With thousands of displaced storm victims searching for homes in the wake of Hurricane Sandy, boutique rental listing services have teamed up with the Federal Emergency Management Agency to supply the agency’s housing portal with thousands of listings.
The partnerships have proven a savvy business move for some listing services by providing them with a revenue boost and positive media exposure. In addition, the partnerships may help listing services discover creative ways to integrate FEMA data into their portals.
New York was one of several cities that FEMA sought to aid by beefing up its FEMA Housing Portal, said Lee Lin, co-founder of RentHop, a rental website that offers listings handled by brokers and landlords in New York, Boston and Chicago.
So to enhance its FEMA Housing Portal, the agency solicited bids from portals interested in supplying it with additional listings. RentHop and UrbanEdge, a no-fee rental website specializing in landlord-handled listings, both won contracts to furnish FEMA with New York listings.
"We charged far lower of a rate than we normally would do it for," Lin said.
The partnerships supply the FEMA Housing Portal with about 36,000 listings a week, Crain’s New York Business reported. That number is significantly higher than it would have been if FEMA had partnered larger with portals like Zillow or Trulia, Lin said, since city-specific listing services tend to be more successful at dredging up elusive listings that are often handled by mom-and-pop landlords and brokers.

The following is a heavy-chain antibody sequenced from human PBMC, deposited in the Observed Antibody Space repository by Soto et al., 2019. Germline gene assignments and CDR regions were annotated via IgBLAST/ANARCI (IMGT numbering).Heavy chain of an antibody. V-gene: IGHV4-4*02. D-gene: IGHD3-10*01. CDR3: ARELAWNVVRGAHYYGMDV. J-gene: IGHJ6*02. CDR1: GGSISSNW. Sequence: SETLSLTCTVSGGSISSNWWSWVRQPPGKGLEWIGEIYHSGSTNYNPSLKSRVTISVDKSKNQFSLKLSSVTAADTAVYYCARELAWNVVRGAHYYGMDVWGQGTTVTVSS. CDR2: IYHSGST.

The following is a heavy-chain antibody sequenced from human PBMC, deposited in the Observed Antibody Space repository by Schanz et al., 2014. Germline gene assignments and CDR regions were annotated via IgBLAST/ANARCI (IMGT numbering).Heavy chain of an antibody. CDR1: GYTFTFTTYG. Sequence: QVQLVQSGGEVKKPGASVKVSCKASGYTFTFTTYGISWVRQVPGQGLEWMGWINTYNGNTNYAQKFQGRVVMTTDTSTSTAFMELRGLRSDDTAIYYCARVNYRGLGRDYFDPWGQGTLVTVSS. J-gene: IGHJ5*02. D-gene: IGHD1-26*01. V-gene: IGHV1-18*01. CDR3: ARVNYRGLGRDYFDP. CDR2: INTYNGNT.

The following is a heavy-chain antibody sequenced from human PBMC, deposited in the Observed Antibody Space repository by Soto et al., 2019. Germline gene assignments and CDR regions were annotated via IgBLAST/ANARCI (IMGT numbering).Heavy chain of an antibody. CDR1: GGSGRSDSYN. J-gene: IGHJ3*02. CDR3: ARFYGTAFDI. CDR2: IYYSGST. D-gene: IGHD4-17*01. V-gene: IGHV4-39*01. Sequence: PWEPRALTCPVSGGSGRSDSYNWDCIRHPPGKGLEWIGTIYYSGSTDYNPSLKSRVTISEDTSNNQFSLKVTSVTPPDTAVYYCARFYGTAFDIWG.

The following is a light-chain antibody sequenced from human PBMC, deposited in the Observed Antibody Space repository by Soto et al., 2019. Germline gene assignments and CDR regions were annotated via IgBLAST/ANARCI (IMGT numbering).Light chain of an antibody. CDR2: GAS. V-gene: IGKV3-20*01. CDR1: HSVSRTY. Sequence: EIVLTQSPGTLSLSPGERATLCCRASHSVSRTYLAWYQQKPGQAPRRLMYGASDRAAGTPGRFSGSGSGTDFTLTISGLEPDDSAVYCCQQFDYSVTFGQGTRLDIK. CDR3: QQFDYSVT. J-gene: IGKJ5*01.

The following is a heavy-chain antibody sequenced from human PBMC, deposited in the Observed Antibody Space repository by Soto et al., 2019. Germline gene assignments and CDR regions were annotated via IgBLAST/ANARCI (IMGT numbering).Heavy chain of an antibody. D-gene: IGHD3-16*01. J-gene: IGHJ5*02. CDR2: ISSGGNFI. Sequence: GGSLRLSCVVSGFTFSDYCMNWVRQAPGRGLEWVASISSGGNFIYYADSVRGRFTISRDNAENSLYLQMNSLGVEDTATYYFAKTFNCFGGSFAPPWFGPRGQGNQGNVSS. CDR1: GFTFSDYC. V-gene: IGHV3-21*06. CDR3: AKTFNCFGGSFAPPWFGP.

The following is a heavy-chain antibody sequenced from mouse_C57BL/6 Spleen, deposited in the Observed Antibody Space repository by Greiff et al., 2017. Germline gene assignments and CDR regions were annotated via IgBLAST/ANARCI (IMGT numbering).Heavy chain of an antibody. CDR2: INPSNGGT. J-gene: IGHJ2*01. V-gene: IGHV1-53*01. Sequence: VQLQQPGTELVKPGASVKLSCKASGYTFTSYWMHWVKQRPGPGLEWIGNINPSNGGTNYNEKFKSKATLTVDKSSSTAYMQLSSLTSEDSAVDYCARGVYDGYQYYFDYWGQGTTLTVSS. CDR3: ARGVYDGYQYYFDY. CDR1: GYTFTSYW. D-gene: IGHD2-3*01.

"The larger services do OK nationwide," Lin said. "But with New York City, it’s just a very, very different animal."
FEMA pays a flat monthly rate for listings provided by its partners, Lin said. But partners also seem to enjoy additional benefits. RentHop and UrbanEdge have won some media exposure through their deals with FEMA, with Crain’s New York Business and real estate blog Curbed.com both covering the partnerships.
Listing partners of FEMA also may receive guidance in determining ways to integrate FEMA’s trove of data into their products. While the FEMA information is publicly available, Lin said, it’s no easy task figuring out how to utilize it. So assistance from its purveyer, he said, could give RentHop an edge over other services that have not won brownie points with the agency.
"Now that everyone has hurricanes and floods on their minds, it would be really cool if we took FEMA’s data," Lin said. " ‘Hey, this little apartment is a good idea, and also, as an added bonus, it’s in [flood] zone 3, instead of zone 1.’ That would be a really cool edge to have."